Except the Dandy Warhols don’t make a very good case that they can function as a minimalist rock unit. Like reformed alcoholics who were more fun when they drank, This Machine is alternately sullen and unconvincingly earnest, and inoffensive to a fault. “16 Tons” is obviously an exception to this, and awful as it is, it represents a bold shamelessness that is nevertheless far preferable to the dry, strained hooks populating the rest of the album. Odditorium and Earth have it in spades, though, which drove critics nuts, and though I can dutifully recognize how bad those albums are, I can’t honestly deny their outsize, tawdry appeal. “The World the People Together (Come On)” and “Mis Amigos,” from Earth, and “Love Is the New Feel Awful” from Odditorium are typical of the indulgent, snarky power-pop that corroborates Timoner’s implied accusations against Taylor-Taylor, and God help me, I sort of love them. Their showy clowning is a heady rush of shallow fulfillment.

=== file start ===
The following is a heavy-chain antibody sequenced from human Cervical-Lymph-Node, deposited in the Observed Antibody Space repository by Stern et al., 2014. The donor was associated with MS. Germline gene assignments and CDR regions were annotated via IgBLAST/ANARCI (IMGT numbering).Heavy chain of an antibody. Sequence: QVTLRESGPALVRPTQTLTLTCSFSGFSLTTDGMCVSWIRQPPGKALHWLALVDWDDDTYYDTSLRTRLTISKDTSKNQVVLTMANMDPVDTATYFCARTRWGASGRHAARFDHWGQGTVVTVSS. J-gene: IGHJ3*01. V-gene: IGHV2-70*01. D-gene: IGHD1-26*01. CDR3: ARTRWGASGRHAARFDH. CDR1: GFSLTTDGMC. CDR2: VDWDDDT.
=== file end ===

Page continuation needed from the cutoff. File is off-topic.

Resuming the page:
That shallow fulfillment is central to the Dandy Warhols brand. As our own Evan Sawdey observed about their recent songwriting on Earth, they often forego verse-chorus-verse structures. They always have. Their first two albums especially—Dandys Rule OK and The Dandy Warhols Come Down—are composed less of songs than arena-sized grooves, more often than not grounded by perfunctory, if not incomprehensible, lyrics. The formal rigor of Thirteen Tales is the exception, not the rule. And even then, the pleasures offered are the layers of shoegaze noise that sound more nuanced than they are, and the social satire that sounds more clever than it is. As the appropriately titled The Dandy Warhols Are Sound—the pre-Nick Rhodes version of Welcome to the Monkey House—made abundantly clear, a stripping down does not become them. They’re an object lesson in self-conscious style as substance and that’s the fun of it! Hence the genre tourism and rock nostalgia; hence the persistent device of dropping everything but vocals and the beat for a few seconds; hence the circular logic of soliciting the world’s admiration with an album titled Dandys Rule OK. So when they limit themselves to, say, one guitar part per song, as Holmström estimates they do on This Machine, the Dandys put their stock into a part of their musical process that has as often as not been played down or absent: songwriting.